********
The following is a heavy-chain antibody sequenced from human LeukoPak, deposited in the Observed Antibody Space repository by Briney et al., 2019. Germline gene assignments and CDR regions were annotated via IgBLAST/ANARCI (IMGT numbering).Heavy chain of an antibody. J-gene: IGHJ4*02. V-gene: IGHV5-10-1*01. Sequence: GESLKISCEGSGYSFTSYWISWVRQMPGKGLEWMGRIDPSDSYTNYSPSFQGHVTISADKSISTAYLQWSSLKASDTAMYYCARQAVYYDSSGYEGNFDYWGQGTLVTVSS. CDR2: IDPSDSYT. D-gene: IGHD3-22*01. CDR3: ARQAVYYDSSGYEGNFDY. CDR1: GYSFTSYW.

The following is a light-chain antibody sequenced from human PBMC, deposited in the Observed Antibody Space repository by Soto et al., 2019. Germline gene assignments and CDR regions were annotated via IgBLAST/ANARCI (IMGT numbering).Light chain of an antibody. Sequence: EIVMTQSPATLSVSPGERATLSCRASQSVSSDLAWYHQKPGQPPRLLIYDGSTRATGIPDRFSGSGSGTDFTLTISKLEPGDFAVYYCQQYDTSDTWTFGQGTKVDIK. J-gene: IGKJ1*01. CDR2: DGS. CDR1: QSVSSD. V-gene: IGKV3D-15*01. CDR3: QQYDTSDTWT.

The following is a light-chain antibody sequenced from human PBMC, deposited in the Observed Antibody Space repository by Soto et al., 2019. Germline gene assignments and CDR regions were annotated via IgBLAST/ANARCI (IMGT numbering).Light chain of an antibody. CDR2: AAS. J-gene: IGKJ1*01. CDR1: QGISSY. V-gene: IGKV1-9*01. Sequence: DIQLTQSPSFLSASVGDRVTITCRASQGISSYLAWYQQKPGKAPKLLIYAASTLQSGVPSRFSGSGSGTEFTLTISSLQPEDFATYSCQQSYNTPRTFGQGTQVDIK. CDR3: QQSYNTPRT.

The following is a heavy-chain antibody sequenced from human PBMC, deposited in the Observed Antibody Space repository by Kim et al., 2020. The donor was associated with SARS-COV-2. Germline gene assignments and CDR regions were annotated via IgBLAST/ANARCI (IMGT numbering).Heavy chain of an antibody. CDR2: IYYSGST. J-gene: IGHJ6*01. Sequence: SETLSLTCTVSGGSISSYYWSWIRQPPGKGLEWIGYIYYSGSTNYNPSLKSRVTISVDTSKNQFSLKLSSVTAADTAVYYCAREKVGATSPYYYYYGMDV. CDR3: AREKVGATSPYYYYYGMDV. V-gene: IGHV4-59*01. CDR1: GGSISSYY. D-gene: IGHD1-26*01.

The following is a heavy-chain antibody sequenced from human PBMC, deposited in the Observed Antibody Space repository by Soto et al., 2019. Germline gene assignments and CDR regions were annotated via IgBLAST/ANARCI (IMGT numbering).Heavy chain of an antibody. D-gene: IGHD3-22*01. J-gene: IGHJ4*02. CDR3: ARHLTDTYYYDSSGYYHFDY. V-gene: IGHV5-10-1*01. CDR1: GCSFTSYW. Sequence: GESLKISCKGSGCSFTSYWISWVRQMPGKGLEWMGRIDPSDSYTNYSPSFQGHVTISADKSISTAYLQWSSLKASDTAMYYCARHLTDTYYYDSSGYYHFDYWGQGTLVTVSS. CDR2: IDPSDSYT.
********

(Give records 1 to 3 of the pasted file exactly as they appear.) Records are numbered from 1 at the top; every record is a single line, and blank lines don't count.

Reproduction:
The following is a heavy-chain antibody sequenced from human LeukoPak, deposited in the Observed Antibody Space repository by Briney et al., 2019. Germline gene assignments and CDR regions were annotated via IgBLAST/ANARCI (IMGT numbering).Heavy chain of an antibody. J-gene: IGHJ4*02. V-gene: IGHV5-10-1*01. Sequence: GESLKISCEGSGYSFTSYWISWVRQMPGKGLEWMGRIDPSDSYTNYSPSFQGHVTISADKSISTAYLQWSSLKASDTAMYYCARQAVYYDSSGYEGNFDYWGQGTLVTVSS. CDR2: IDPSDSYT. D-gene: IGHD3-22*01. CDR3: ARQAVYYDSSGYEGNFDY. CDR1: GYSFTSYW.

The following is a light-chain antibody sequenced from human PBMC, deposited in the Observed Antibody Space repository by Soto et al., 2019. Germline gene assignments and CDR regions were annotated via IgBLAST/ANARCI (IMGT numbering).Light chain of an antibody. Sequence: EIVMTQSPATLSVSPGERATLSCRASQSVSSDLAWYHQKPGQPPRLLIYDGSTRATGIPDRFSGSGSGTDFTLTISKLEPGDFAVYYCQQYDTSDTWTFGQGTKVDIK. J-gene: IGKJ1*01. CDR2: DGS. CDR1: QSVSSD. V-gene: IGKV3D-15*01. CDR3: QQYDTSDTWT.

The following is a light-chain antibody sequenced from human PBMC, deposited in the Observed Antibody Space repository by Soto et al., 2019. Germline gene assignments and CDR regions were annotated via IgBLAST/ANARCI (IMGT numbering).Light chain of an antibody. CDR2: AAS. J-gene: IGKJ1*01. CDR1: QGISSY. V-gene: IGKV1-9*01. Sequence: DIQLTQSPSFLSASVGDRVTITCRASQGISSYLAWYQQKPGKAPKLLIYAASTLQSGVPSRFSGSGSGTEFTLTISSLQPEDFATYSCQQSYNTPRTFGQGTQVDIK. CDR3: QQSYNTPRT.